Kiara Bella Wines
Paso Robles AVA
European-inspired boutique winery, Kiara Bella Wines, offers limited releases of thoughtfully crafted, award-winning wines.
Founded by Walter and Sylvia Filippini in 2016, Kiara Bella Wines is an under-the-radar new winery located on California’s famed Central Coast, specifically within the ever-popular Paso Robles region which is quickly becoming a hot-spot for a myriad of premium wine grape varietals. Kiara Bella Wines is actually a sister brand to the larger Le Vigne Winery, but while the Le Vigne wines tend to be more masculine in style with bigger tannin structure and more extensive barrel aging, the Kiara Bella wines are characteristically smoother, more fruit forward, feminine and beautiful - meant for immediate enjoyment. The rising star winery may still be in its infancy, but Kiara Bella Wines is garnering significant praise and quickly developing a loyal following of its own.
The story behind Kiara Bella dates back to the early 1960’s when Sylvia Filippini’s father, Sylvester Feichtinger, purchased the Paso Robles property where Le Vigne/Kiara Bella now stands. Originally, his 400-acre property was dedicated to hay, orchard fruit, and cattle and it wasn’t until 1982 that he planted his first grapevines. This was just before the Paso Robles AVA was established in 1983, and at a time that growers and winemakers were beginning to see real potential for the Paso Robles area with its unique soils, climate and coastal influence - plus, the grape quality was remarkable. The Feichtingers’ grapes became highly regarded by local producers and it wasn’t long before the family began making high-caliber wines of their own; Sylvester Vineyards and Winery was born and for a number of years was considered among the top producers in the region.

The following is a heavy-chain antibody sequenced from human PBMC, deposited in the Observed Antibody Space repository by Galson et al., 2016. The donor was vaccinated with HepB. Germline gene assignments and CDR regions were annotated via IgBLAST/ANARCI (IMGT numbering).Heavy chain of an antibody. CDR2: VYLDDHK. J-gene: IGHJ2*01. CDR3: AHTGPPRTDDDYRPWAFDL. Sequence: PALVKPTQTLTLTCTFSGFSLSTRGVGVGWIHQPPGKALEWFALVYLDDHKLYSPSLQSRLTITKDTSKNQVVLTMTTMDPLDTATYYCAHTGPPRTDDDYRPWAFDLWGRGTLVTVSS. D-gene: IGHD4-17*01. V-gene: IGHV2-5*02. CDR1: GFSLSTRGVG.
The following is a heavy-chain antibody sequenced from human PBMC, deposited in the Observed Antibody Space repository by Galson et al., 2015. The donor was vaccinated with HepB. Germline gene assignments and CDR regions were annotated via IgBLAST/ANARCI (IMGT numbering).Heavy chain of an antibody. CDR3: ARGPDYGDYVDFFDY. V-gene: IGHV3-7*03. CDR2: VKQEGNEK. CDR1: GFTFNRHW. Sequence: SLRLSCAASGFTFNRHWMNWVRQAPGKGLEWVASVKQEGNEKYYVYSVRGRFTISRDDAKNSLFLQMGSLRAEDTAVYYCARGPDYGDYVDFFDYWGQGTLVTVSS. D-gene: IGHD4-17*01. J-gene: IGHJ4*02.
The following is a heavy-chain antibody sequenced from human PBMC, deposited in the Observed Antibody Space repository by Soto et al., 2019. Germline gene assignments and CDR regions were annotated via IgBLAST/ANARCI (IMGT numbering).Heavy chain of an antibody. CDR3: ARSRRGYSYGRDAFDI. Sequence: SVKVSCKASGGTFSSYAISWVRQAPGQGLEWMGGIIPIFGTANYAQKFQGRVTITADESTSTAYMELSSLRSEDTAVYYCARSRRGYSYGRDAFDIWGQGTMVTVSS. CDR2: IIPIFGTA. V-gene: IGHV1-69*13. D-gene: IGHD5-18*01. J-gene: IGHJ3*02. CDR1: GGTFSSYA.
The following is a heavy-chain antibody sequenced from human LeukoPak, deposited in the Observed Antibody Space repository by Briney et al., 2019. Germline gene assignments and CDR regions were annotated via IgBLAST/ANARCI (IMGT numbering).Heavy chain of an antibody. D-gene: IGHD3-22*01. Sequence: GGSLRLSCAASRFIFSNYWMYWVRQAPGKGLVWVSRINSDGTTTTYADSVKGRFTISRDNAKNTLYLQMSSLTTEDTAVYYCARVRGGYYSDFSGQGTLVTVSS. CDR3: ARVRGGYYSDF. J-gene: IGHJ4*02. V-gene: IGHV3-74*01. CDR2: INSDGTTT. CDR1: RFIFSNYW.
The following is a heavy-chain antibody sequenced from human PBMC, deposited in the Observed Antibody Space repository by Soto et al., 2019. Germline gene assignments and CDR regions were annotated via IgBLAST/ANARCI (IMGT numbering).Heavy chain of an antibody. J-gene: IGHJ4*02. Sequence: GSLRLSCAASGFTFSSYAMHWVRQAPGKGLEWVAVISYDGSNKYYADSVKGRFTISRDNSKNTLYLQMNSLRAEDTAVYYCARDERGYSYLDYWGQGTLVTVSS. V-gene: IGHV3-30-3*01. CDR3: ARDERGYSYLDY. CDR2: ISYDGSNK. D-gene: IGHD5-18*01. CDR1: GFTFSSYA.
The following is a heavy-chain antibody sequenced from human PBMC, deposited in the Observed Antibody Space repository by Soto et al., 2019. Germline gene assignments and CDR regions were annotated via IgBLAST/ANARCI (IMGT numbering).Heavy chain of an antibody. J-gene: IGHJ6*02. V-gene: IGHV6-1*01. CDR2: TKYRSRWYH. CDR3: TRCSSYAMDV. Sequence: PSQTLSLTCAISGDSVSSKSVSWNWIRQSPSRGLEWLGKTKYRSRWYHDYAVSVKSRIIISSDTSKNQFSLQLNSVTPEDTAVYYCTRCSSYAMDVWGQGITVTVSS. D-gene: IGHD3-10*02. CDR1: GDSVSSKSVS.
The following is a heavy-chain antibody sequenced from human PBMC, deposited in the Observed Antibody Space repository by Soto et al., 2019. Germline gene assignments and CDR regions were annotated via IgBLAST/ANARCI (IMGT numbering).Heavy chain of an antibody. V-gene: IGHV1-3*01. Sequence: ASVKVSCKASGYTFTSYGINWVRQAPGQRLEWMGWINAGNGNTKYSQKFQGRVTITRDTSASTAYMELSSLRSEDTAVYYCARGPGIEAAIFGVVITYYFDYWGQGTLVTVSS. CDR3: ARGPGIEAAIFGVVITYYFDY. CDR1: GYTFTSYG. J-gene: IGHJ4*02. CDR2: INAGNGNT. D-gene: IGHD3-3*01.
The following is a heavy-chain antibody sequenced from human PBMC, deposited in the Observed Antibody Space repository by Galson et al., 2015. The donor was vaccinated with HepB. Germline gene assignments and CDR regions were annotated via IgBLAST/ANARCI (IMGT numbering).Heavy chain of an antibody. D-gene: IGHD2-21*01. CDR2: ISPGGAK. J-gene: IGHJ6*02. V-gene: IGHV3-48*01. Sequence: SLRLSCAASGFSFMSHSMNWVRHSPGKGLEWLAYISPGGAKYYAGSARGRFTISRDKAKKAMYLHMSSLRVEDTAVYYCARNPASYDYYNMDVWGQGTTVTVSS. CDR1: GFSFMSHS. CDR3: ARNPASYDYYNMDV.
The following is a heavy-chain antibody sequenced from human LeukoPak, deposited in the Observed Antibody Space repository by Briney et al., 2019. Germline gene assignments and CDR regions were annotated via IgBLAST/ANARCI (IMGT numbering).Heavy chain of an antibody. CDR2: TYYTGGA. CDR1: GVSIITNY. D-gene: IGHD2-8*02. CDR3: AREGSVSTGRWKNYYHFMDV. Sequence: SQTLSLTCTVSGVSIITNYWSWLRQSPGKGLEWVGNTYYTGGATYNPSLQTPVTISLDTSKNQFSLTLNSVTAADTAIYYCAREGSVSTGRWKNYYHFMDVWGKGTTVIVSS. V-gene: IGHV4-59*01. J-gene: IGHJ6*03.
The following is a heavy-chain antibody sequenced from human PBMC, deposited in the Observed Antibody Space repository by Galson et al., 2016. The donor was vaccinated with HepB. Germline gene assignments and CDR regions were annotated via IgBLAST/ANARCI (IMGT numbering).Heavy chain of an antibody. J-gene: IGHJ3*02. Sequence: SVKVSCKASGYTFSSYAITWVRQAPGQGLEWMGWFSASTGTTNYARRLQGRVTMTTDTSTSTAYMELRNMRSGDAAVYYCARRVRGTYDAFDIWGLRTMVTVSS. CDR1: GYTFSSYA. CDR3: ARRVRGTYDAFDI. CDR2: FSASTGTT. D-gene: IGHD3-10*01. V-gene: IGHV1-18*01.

Over the years, the family built a state of the art winery on the property and developed additional vineyards. Today, the family grows Merlot, Syrah, Sangiovese, Cabernet Franc, Grenache, Petite Sirah, Malbec and Tannat, in addition to the original plantings of Cabernet Sauvignon and Chardonnay. When Sylvester Feichtinger decided to leave the wine business, he passed the winery to his daughter Sylvia and her husband Walter Filippini, who was a world-renowned Italian chef and winner of Italy’s National Chef Competition. In 2011, Le Vigne Winery was split off from Sylvester Vineyards to honor Walter’s Italian heritage (Le Vigne is Italian for ‘The Vine’). When the couple later developed Kiara Bella Wines in 2016, Sylvia and Walter named it for their daughter Kiara (Kiara Bella is Italian for ‘Beautiful Kiara’). Additionally, the artwork on Kiara Bella’s wine labels is meant to conjure a European/Italian setting.
The beautiful Le Vigne/Kiara Bella winery and tasting room in Paso Robles is considered a must-stop for everything considered gourmet in the wine and food world - a salute to Walter’s sensational culinary practice and his love for creating imaginative pairing combinations. We hope our Gold Wine Club members enjoy these wonderful selections from Kiara Bella Wines. Cheers!
Wine Wizard: Test Your Wine IQ
1. Why are French wines named after the region and not the grape?